Under-Five Mortality Rate
Table of Contents
The under-five mortality rate is the probability (expressed as a rate per 1,000 live births) of a child born in a specified year dying before reaching the age of five if subject to current age-specific mortality rates.The World Bank Group. (2004). Under-Five Mortality Rate. Retrieved July 8, 2010, from The World Bank Group: Millennium Development Goals: http://ddp-ext.worldbank.org/ext/GMIS/gdmis.do?siteId=2&amp;amp;contentId=Content_t13&amp;amp;menuId=LNAV01HOME1 This indicator is used to address Millennium Development Goals number 4, Reducing Child Mortality.
This indicator measures child survival. It also reflects the social, economic and environmental conditions in which children (and others in society) live, including their Category:Health. Because data on the incidences and prevalence of diseases (morbidity data) frequently are unavailable, mortality rates are often used to identify vulnerable populations. The under-five mortality rate captures more than 90 percent of global mortality among children under the age of 18.UNDG. (2003). Indicators for Monitoring the Millennium Development Goals. The United Nations. New York: The United Nations.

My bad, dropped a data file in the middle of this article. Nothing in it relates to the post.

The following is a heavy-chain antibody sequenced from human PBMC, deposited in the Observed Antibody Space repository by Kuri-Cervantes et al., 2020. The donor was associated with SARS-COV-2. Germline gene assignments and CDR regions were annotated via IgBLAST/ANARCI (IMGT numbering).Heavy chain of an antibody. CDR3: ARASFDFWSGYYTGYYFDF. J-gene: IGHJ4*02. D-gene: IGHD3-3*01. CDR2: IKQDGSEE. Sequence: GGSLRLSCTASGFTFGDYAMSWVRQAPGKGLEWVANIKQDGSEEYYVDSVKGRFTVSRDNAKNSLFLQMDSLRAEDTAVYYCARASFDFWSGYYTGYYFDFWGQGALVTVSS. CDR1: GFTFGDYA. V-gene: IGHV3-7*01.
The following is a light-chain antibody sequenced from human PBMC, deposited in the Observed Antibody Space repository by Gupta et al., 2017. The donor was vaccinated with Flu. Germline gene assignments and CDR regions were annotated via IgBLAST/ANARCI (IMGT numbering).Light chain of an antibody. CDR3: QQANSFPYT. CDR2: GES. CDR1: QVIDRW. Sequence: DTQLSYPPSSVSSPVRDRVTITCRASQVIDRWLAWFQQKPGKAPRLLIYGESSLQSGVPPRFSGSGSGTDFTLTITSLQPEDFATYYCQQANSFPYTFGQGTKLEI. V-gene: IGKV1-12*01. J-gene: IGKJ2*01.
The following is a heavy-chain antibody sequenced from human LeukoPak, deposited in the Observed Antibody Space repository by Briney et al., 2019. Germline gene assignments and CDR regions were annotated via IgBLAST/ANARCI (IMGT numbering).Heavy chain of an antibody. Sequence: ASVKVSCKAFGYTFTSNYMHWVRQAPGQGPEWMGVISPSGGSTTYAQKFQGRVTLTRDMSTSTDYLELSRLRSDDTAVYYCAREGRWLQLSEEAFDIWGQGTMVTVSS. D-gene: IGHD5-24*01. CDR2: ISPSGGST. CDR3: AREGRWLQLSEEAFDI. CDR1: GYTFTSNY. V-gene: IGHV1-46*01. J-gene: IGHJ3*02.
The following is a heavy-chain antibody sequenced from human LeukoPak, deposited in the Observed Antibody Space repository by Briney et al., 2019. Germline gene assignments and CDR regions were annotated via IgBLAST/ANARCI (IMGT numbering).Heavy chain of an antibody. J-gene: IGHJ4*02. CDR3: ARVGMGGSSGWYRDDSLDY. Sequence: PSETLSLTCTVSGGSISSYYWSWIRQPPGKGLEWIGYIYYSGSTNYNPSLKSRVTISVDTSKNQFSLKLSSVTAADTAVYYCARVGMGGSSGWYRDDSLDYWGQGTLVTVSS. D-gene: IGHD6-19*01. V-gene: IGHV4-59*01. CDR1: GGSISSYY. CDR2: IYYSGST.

Under-five mortality rates are higher for boys than for girls in countries without significant parental gender preferences. Under-five mortality better captures the effect of gender discrimination than infant mortality, as nutrition and medical interventions are more important in this age group, while biological differences have a higher impact during the first year of life. There may be gender-based biases in the reporting of child deaths.
Under-five mortality generally shows large disparities across geographical areas and between rural and urban areas. Under-five mortality may also vary across socio-economic groups. Children in some ethnic groups might also be at higher risk of malnutrition, poorer health and higher mortality. However, showing and analyzing data on specific ethnic groups may be a sensitive issue in the country. Gender differences may also be more pronounced in some social and ethnic groups.